Sound propagation within TeO2 crystals is highly anisotropic: in the <110> crystallographic direction it is V110= 616 m/s whereas along the <001> crystal axis (optic axis) it is V001=2400 m/s. In standard AODs, the high diffraction efficiency, large scan range, uniformity and linear polarization characteristics are achieved with a crystal cut that produces an acoustic wave vector angled at 5-6° to the <110> (Fig. 2a and b).
Unfortunately, the 5° off <110> axis acoustic wave vector, coupled to the anisotropy of the acoustic velocity, causes the acoustic wave to walk off at an angle of approximately 55° - 65° as shown in Fig. 2a. This has serious side effects for our application in that it causes the crystal to have a thickness much greater than its aperture size (Fig. 2a).
To reduce the acoustic walk off, and thus the AOD thickness and GVD, we altered the crystal cut. Reducing the acoustic rotation of the crystal to 2°, produced an acoustic walk off angle to 22° because the acoustic walk off angle is 11-fold greater than the acoustic wave vector rotation from the <110> direction (Fig. 2c). However, if light propagates closer than about 3° to the <001> optical axis, it becomes increasingly circularly polarized. It is therefore difficult to couple external light efficiently to these circular propagation modes. To minimize this problem we optically rotated the crystal by 3° (see inset Fig. 2d) so that the polarization of the input and output waves are >80% linearly polarized. This optically and acoustically rotated AOD design was first described by Young et al. (1990)  and was fabricated for us by (Gouch & Housego, Florida, LLC).
The reduced walk off angle of the custom designed AODs reduces the axial depth of 15 mm aperture AODs to 15 mm. This reduced the temporal dispersion of the 4 AODs to 36,000 fs2 at λ0 = 800 nm. This, together with the 13000 fs2 dispersion from other microscope components, was sufficiently low to compensate with a custom prism based pre-chirper, with −50,000 fs2 GVD (APE GmbH, Berlin). This customized AO crystal design therefore overcomes Technical difficulty (1).
The most serious problem to overcome in designing an efficient AOL concerns the steep dependence between diffraction efficiency and input acceptance angle for AODs (Technical difficulty 2). AODs typically have high diffraction efficiency over a wide drive frequency range. This is achieved because the acoustic vector is closely tangential to the inner ordinary index wave number surface that the diffracted output wave moves along as drive frequency is varied (Fig. 2b, d). This means that for a fixed direction input optical wave vector and fixed direction acoustic wave, a wide range of output angles can be obtained with only a small error between the sum of the incident and acoustic waves and the diffracted vector, which must remain on the ordinary wave number surface (vector with green polarization ellipse, Fig. 2b, d). This efficient acousto-optic coupling is not maintained as the angle of incidence of the input wave vector is varied because the acoustic vector is much less tangential to the index wave number surface (vector with red polarization ellipse). The diffraction efficiency of the AOD thus reduces much more rapidly with variation of incidence angle than with variation of output angle. This is a major problem because, as the laser beam is tilted and curved by the first AOD, transmission through the second AOD in each pair will become inefficient. Unless optimized, this property will severely restrict the focusing range and scan volume of the AOL.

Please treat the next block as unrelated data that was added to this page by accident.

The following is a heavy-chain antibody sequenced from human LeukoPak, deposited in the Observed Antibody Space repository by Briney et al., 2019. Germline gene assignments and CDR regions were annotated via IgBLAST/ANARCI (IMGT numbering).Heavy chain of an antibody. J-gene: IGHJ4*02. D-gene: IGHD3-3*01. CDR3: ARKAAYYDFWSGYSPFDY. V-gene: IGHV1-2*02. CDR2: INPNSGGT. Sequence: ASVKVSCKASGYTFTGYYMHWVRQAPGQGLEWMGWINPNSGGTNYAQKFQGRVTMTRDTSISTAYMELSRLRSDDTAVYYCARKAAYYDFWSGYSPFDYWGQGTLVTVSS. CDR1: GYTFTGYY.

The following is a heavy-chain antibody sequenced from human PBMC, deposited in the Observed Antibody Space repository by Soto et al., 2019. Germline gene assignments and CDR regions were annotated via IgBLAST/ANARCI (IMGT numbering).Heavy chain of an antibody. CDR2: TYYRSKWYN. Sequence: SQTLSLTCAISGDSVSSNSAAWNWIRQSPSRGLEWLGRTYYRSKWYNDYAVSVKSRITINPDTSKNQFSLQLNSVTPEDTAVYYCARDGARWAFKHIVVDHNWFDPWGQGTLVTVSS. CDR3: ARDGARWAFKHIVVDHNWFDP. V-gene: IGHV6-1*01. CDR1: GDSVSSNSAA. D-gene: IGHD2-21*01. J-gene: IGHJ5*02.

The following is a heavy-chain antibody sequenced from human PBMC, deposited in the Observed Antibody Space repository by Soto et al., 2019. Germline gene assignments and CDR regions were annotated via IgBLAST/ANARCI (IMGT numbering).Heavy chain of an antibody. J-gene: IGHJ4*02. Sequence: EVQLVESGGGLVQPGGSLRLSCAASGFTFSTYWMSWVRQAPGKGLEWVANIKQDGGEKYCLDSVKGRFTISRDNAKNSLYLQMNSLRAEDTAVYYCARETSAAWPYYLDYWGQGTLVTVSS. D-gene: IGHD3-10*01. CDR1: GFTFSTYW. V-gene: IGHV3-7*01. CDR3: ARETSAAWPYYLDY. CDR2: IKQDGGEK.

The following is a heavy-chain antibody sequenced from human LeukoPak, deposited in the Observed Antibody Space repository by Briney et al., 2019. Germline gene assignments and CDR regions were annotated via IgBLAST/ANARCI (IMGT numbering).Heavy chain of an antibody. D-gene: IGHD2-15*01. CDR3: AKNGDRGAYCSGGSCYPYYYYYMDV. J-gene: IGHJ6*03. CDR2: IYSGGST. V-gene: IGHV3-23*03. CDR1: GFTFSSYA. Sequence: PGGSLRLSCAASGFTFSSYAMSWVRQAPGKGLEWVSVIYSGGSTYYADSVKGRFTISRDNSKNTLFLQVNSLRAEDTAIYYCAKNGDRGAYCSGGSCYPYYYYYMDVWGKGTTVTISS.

A way around the narrow input acceptance angle problem is to increase the angular spread of the acousto-optic interaction. This can be achieved by lowering the drive centre frequency of the AOD so that acoustic wavelength is increased and by narrowing the width of the acoustic transducer in the direction of optical propagation (Fig. 3). The lower centre frequency of our custom AOD (35 MHz), compared to that of a standard commercial AOD (50-70 MHz), accounts for half the increase in acceptance angle shown in Fig. 2, but also reduces output scan angle range proportionately. For this application increasing the input acceptance angle is the limiting issue. To quantify these effects for our custom design we calculated the theoretical relationship between diffraction efficiency and transducer length normalized to 100% at 6 mm  (Fig. 3c). This relationship shows that as the transducer length decreases the acceptance angle increases. But, unfortunately, the diffraction efficiency drops as the transducer length decreases, because the acousto-optic interaction length reduces in proportion. To optimize both diffraction efficiency and uniformity of scanning we chose two different Lithium Niobate transducer lengths for the first and second AODs in each XZ or YZ plane pair. The first AOD of each pair, which receives light at a fixed input angle, had a relatively wide transducer (3.6 mm in our prototype) resulting in approximately 85% peak diffraction efficiency at ~3 W drive. Since we did not know the optimum transducer length for the second crystals, two transducers of 2.4 mm and 1.8 mm width were attached. These give acceptance angles of approximately 4 and 6 mrad at efficiencies of approximately 65% and 50% respectively at ~3 W drive.